NEW YORK - Bonhams is pleased to announce an auction on April 14 featuring early cartography of the "new world": The Mapping and Discovery of America. Taking place during the weekend of the New York Antiquarian Book Fair, this unique auction is sure to attract collectors interested in the age of exploration, American history, cartography and antique books.
Leading the sale is German cartographer Martin Waldseemüller's Tabula Terre Nove (est. $80,000-120,000), or "Map of the New World." This was first published in 1513, just twenty one years after Columbus' arrival in the Caribbean. This gorgeous woodcut map with full hand-coloring was drawn by Waldseemüller and a team of three other geographers working for the King of Lorraine to produce a series of proper modern maps of the world. Published in Johann Schott's 1513 edition of Ptolemy's Geographia, this visionary document was the first realistically obtainable map of the Americas.
Bonhams is thrilled to include the Honeyman-Kraus copy of Bernardus Albingaunensis' manuscript on navigation and the discovery of the New World (est. $180,000-250,000). This rare and beautiful manuscript was written in 1512 by an Italian monk and contains near contemporary accounts of the voyages of Columbus, Vespucci and other navigators, in addition to astrological diagrams and navigational data. It is believed that Albingaunensis personally interviewed Michele de Cuneo, a shipmate on Columbus' second voyage, making this an incredibly rare document of deep historical significance.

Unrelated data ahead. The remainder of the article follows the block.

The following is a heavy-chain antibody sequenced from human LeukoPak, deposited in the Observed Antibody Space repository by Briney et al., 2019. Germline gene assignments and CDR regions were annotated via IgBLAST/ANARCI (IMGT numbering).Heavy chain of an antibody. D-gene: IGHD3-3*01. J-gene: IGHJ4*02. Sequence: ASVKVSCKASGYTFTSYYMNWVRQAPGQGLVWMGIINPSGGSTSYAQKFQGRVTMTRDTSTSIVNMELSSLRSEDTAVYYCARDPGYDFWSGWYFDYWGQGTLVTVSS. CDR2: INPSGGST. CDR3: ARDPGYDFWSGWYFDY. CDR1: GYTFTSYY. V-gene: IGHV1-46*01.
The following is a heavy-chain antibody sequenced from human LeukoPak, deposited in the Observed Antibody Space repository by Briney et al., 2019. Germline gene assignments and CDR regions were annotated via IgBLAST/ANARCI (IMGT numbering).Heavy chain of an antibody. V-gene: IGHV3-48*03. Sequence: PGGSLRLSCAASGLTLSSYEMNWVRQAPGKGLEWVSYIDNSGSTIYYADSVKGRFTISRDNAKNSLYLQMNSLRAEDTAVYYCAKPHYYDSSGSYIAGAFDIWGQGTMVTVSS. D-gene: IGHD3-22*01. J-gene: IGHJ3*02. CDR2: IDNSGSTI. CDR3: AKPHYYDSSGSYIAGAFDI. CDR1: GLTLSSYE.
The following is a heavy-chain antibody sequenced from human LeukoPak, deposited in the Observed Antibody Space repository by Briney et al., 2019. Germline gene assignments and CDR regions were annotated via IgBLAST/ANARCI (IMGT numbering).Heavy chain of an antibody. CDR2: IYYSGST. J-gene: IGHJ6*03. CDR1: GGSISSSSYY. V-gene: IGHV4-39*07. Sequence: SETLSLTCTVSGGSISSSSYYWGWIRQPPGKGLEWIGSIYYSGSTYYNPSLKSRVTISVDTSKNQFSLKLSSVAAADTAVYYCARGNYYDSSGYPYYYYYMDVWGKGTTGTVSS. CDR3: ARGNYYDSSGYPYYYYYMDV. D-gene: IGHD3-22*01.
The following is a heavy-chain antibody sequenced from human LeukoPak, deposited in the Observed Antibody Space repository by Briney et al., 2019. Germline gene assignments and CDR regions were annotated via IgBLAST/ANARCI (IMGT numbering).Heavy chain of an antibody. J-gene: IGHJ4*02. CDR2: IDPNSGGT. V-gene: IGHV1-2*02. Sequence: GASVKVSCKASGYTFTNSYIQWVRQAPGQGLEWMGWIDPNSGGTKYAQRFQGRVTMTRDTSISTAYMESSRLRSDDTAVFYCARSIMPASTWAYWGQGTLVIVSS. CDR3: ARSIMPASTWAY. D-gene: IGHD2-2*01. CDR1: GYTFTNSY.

An original copy of Thomas Jefferys' The American Atlas (est. $80,000-120,000) is also on offer and contains twenty-three maps of colonial America that Jefferys made for the King of England. Printed in 1776, this atlas is one of the most important of the 18th century.
Another highlight to the sale is a 1572 letter from King Phillip II of Spain, describing the security steps that officers must take to insure the safe transfer of South American gold and silver back to Europe (est. $4,000-6,000). Precious metals were the lifeblood of the Spanish Empire and security against looters and pirates was a constant concern to the King.
Other highlights include another letter from King Phillip II forcing the Aztecs into slavery in his Peruvian gold mines (est. $10,000-15,000); a letter from Philippe de Chabot on August 13, 1535, looking for news on Jacques Cartier's voyage to present-day Canada (est. $7,000-10,000); and colonial manuscript maps of the area around Glen Cove, Long Island (est. $3,000-5,000).
Julie Saunders Guinta